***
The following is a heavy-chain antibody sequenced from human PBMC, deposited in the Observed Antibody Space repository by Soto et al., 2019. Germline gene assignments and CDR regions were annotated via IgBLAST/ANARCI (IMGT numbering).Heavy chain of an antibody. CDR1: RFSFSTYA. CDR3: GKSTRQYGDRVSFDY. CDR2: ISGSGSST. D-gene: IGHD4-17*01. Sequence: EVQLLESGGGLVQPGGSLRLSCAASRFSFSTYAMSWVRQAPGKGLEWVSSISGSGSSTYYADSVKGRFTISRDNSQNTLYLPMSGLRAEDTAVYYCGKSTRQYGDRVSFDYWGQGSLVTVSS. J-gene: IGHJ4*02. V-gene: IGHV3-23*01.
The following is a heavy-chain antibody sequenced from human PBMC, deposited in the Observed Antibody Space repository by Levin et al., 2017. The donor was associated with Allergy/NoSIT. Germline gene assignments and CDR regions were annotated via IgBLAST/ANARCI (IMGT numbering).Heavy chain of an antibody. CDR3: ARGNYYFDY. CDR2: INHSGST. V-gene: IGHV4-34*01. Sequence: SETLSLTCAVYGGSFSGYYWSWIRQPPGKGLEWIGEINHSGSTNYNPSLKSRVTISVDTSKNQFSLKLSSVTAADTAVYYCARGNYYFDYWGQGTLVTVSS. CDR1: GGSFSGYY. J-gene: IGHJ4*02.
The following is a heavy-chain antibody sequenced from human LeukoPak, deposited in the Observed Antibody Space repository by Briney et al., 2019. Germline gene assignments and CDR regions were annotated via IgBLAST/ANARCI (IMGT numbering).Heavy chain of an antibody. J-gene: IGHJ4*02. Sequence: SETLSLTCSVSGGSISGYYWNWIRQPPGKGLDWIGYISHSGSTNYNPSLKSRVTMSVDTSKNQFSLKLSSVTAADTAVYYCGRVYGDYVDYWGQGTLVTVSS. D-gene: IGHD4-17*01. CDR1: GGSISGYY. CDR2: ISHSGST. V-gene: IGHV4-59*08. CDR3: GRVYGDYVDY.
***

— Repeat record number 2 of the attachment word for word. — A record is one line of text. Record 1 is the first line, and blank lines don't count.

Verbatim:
The following is a heavy-chain antibody sequenced from human PBMC, deposited in the Observed Antibody Space repository by Levin et al., 2017. The donor was associated with Allergy/NoSIT. Germline gene assignments and CDR regions were annotated via IgBLAST/ANARCI (IMGT numbering).Heavy chain of an antibody. CDR3: ARGNYYFDY. CDR2: INHSGST. V-gene: IGHV4-34*01. Sequence: SETLSLTCAVYGGSFSGYYWSWIRQPPGKGLEWIGEINHSGSTNYNPSLKSRVTISVDTSKNQFSLKLSSVTAADTAVYYCARGNYYFDYWGQGTLVTVSS. CDR1: GGSFSGYY. J-gene: IGHJ4*02.